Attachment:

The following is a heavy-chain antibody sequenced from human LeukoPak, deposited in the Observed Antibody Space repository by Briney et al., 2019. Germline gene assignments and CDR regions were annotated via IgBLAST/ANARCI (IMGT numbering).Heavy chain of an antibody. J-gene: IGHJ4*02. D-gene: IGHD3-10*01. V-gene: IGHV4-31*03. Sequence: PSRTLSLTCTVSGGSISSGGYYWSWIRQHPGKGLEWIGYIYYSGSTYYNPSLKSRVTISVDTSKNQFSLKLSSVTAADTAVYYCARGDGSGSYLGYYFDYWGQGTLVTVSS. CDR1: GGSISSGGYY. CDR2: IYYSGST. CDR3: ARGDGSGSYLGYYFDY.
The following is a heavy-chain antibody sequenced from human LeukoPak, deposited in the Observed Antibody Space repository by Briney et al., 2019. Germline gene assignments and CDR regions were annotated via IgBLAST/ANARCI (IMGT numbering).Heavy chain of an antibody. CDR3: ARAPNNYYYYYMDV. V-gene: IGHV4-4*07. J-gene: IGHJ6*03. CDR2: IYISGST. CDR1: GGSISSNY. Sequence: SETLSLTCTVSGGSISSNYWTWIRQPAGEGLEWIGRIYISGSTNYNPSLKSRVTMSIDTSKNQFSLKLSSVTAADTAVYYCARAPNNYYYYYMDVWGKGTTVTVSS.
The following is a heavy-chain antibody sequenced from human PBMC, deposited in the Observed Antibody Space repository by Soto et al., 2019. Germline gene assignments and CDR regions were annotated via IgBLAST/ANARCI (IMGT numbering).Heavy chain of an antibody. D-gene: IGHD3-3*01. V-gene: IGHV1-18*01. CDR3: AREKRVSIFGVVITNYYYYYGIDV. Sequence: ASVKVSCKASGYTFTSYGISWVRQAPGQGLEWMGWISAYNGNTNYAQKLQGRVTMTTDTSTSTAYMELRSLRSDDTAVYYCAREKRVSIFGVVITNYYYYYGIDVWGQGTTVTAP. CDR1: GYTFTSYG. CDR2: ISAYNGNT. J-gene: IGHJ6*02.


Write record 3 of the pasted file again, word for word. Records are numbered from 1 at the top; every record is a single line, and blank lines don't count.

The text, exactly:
The following is a heavy-chain antibody sequenced from human PBMC, deposited in the Observed Antibody Space repository by Soto et al., 2019. Germline gene assignments and CDR regions were annotated via IgBLAST/ANARCI (IMGT numbering).Heavy chain of an antibody. D-gene: IGHD3-3*01. V-gene: IGHV1-18*01. CDR3: AREKRVSIFGVVITNYYYYYGIDV. Sequence: ASVKVSCKASGYTFTSYGISWVRQAPGQGLEWMGWISAYNGNTNYAQKLQGRVTMTTDTSTSTAYMELRSLRSDDTAVYYCAREKRVSIFGVVITNYYYYYGIDVWGQGTTVTAP. CDR1: GYTFTSYG. CDR2: ISAYNGNT. J-gene: IGHJ6*02.